Soylemez- How do you compose? Where do you get your inspirations?
Dr. Araci- I find the past most stimulating. In England I occupy a suite of rooms in an old Grand Edwardian Hotel overlooking the sea and steeped in history. Called "The Grand", it is a brick and terracotta pile which sits on top of a cliff in Folkestone. In its hey days the hotel, not unlike Pera Palas in Istanbul, welcomed a number of distinguished visitors among whom were Agatha Christie and King Edward VII. In fact the King's coat of arms still grace the griffin which sits on the principal staircase at the entrance. I find all these most exciting and stimulating. I often take long walks by the sea and watch sunsets. It can be lonely at times. But this is true solitary artistic existence, which all creative people need at times. Poetry and literature also fuel my creativity. Margaret Yourcenar, E.M. Forster, Proust and Lord Byron I admire greatly. Yahya Kemal and Abdulhak Sinasi Hisar are also my heros. Musically Tchaikovsky, Sibelius and Puccini I find most inspiring.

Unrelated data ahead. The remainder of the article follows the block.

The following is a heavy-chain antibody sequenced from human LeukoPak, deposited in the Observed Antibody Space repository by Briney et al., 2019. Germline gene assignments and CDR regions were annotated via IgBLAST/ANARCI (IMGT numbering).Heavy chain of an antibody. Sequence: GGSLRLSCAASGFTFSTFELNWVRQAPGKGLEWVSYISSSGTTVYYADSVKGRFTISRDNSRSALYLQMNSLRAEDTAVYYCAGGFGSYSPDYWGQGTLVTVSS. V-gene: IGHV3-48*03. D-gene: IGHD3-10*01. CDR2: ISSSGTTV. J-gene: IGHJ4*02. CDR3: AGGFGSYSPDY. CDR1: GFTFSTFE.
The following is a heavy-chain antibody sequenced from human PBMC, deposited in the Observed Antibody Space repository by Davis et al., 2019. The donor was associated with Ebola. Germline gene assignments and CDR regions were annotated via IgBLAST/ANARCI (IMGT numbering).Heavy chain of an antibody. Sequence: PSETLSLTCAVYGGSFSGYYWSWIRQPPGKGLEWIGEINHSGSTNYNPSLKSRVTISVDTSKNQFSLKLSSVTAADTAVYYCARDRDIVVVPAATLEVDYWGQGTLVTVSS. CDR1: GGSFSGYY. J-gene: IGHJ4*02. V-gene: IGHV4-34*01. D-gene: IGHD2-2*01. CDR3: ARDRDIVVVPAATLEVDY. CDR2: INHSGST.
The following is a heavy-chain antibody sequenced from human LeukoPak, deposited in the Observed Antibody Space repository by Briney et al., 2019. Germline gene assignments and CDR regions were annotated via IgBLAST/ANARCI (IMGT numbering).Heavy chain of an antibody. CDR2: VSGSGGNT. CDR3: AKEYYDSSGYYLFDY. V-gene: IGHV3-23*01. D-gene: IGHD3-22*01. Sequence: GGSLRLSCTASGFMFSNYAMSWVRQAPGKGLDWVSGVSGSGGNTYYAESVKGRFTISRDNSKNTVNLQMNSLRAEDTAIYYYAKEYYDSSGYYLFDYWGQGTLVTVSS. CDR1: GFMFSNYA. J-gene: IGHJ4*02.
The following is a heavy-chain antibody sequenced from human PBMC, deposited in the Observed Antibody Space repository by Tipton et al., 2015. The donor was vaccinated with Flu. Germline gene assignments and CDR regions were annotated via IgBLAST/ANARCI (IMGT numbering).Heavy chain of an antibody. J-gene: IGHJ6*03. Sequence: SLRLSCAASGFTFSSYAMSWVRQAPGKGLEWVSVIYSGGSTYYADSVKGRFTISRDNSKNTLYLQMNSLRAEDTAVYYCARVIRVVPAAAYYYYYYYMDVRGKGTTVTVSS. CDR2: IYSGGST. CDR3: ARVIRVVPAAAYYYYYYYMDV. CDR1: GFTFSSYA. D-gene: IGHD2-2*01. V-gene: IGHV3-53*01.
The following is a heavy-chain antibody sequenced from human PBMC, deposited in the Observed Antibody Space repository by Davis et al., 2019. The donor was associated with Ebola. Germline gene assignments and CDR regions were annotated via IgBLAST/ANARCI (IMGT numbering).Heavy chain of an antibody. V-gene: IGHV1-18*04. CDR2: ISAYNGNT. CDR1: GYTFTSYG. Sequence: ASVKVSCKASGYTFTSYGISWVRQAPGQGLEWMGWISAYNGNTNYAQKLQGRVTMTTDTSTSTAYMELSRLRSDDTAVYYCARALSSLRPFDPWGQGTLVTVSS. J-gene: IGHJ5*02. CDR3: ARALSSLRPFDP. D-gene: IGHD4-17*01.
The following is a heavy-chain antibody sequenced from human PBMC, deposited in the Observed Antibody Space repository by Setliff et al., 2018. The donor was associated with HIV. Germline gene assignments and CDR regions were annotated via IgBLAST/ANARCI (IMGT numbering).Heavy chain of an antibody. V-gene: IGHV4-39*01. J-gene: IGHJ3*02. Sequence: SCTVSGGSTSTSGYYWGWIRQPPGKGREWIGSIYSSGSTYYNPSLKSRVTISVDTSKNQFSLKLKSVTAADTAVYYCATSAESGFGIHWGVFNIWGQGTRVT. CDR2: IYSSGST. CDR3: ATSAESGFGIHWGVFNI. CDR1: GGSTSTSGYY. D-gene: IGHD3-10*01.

Soylemez- Apart from your compositions you also research and write books about music, don't you?
Dr. Araci- Yes, I also publish articles and give lectures on topics relating to Turkish-European musical exchange. I find this complements my musical activities most satisfactorily, since all my concerts and compositions have thematic contents. Researching enables me to excavate material for use in concerts. You can admire a painting, but you need to hear a musical work to enjoy it. So I always try to perform or record any new pieces I happen to discover in archives. I think both my CDs show that clearly.